Tuesday, July 7, 2015

From a Mother-In-Law's Perspective

Proverbs From Around the World

Korea: Good deeds of a daughter-in-law or a cat go unnoticed.
Persia: In the presence of the mother-in-law, what rank is the bride?
Japan: To give eggplant to a daugther-in-law is too great a kindness.
Tamil: If a mother-in-law breaks a huge vessel, it is nothing; if a daughter-in-law breaks a tiny bowl, the household is ruined.
Rundi: Better the glares of a foreigner than that of a mother-in-law.

Indian Mother-In-Laws (MIL's) far too often get a bad rap. I think sometimes they may be viewed worse than MIL's in 'western' cultures. It's understandable given the fact many cultures think of MIL's in a negative light and then there is the strictness of household rules in many Indian families. Add to that the hierarchy that was practiced for centuries. I could go on and on but most of you are already aware of what I'm talking about.

My current MIL is fabulous. She lets me make my own way and helps me when I need her. She  takes the time to have fun dabbling in my culture. She smile's so friendly and has a truly warm heart. The loving emotions I get from her are enough to bring a tear to my eye as I write this when she's clear on the other side of the world. I miss her. My MIL reminds me of the grandmother who raised me, cared for me and spoiled me with love. She has a deeply special place in my heart.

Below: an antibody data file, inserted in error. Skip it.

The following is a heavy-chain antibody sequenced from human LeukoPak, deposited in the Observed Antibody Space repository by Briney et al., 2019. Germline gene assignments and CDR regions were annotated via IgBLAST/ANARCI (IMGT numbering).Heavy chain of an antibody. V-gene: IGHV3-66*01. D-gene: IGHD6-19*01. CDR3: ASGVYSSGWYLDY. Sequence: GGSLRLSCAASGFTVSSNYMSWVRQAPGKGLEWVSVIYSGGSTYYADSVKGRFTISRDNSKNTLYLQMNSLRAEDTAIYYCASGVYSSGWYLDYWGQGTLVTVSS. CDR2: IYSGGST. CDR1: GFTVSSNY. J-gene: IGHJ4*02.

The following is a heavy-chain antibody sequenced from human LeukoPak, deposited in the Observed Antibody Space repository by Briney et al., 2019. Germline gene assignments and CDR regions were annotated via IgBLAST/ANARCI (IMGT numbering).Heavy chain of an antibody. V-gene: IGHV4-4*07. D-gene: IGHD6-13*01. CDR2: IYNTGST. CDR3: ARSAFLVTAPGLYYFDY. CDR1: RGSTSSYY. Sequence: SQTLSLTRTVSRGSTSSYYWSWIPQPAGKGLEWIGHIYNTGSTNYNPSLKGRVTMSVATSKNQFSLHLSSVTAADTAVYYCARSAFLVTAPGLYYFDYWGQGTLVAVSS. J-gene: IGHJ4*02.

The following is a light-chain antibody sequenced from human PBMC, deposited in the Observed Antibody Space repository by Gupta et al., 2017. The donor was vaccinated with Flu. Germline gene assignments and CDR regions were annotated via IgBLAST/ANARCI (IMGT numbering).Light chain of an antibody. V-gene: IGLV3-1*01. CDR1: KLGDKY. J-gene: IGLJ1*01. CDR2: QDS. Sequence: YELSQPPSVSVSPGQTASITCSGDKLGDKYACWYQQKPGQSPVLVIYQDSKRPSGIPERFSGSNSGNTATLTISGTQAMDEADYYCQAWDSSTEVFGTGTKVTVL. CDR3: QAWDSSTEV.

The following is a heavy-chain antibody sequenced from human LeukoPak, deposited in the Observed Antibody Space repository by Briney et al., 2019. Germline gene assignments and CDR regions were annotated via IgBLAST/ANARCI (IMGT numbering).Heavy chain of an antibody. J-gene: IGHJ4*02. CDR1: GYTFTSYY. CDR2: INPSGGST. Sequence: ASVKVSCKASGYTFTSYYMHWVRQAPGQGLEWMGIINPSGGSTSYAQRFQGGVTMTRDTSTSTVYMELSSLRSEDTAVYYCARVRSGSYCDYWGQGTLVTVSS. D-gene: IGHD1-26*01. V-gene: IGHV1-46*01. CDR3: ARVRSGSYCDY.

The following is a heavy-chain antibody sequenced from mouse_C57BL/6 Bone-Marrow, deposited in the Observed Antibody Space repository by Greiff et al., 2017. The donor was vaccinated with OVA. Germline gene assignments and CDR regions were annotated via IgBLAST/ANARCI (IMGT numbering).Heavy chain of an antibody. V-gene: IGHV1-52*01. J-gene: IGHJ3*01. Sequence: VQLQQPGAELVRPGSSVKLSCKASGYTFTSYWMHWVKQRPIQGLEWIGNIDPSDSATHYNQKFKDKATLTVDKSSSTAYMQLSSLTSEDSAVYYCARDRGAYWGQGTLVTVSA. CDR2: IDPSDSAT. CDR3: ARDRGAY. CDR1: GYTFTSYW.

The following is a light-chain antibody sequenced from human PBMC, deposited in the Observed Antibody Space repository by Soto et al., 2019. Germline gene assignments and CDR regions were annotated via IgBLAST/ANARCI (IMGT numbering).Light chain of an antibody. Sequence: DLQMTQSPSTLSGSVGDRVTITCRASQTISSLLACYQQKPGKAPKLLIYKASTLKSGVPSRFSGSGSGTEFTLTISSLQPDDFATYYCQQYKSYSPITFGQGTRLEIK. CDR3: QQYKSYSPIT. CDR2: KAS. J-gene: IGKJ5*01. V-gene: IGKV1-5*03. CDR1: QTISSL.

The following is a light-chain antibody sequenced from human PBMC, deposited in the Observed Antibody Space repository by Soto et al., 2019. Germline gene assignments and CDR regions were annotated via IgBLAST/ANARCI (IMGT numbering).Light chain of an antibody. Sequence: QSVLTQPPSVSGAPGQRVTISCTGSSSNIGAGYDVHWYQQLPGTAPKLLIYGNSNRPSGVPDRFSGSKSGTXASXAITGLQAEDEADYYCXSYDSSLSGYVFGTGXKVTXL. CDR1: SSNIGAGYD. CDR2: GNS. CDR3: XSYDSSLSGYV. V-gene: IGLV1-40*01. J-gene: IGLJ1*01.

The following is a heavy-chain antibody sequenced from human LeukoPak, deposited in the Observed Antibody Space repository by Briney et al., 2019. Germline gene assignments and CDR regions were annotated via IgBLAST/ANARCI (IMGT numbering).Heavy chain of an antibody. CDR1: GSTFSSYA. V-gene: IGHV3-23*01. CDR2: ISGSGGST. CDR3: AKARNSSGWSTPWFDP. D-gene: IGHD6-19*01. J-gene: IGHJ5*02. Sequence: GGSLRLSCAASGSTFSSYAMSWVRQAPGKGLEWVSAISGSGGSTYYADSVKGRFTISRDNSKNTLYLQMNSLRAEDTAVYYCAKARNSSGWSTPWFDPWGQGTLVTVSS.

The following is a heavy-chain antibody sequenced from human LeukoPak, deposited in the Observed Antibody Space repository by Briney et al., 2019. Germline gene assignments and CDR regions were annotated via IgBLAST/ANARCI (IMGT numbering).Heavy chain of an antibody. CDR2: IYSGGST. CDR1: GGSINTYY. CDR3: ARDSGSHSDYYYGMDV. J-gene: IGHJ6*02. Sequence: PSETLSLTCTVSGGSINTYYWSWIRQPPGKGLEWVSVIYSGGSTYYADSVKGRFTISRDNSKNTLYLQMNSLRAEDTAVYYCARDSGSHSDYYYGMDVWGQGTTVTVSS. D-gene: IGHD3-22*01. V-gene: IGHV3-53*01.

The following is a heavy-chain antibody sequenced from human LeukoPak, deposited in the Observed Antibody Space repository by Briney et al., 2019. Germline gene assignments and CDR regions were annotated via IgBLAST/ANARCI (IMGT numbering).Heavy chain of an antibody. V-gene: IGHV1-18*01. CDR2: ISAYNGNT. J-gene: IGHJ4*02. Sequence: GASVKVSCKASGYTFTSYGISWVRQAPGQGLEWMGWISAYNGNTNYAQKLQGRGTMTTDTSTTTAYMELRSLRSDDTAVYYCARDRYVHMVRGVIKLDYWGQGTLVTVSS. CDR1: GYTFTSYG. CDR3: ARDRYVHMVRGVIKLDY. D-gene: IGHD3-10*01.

But that wasn't always the case. My first MIL was a tyrant. A flat out rotten bitch. Before I ever got married she was running around telling everyone she knew my marriage wouldn't last a year. I found out much later on when she exclaimed surprise (right in front of me) that it had lasted longer than a year. She constantly told lies about me - including that I never graduated high school when I had invited her sorry ass to my graduation! She sat inside of the church and told people that I worked with horrible stories about me and they had to stand up for me because they knew it was lies. And that's only a small sample of the rotten things she tried to pull.

Now I've entered a whole new chapter in life. I have become a mother-in-law and let me tell you, I have a whole new appreciation for the thoughts and feelings a mother goes through seeing her son bring a 'foreign' woman into his life. By foreign I mean someone who grew up completely different, someone who doesn't eat, sleep and breath the same way we're used to. Someone who challenges us all to learn new behaviors to adapt and adjust to each other.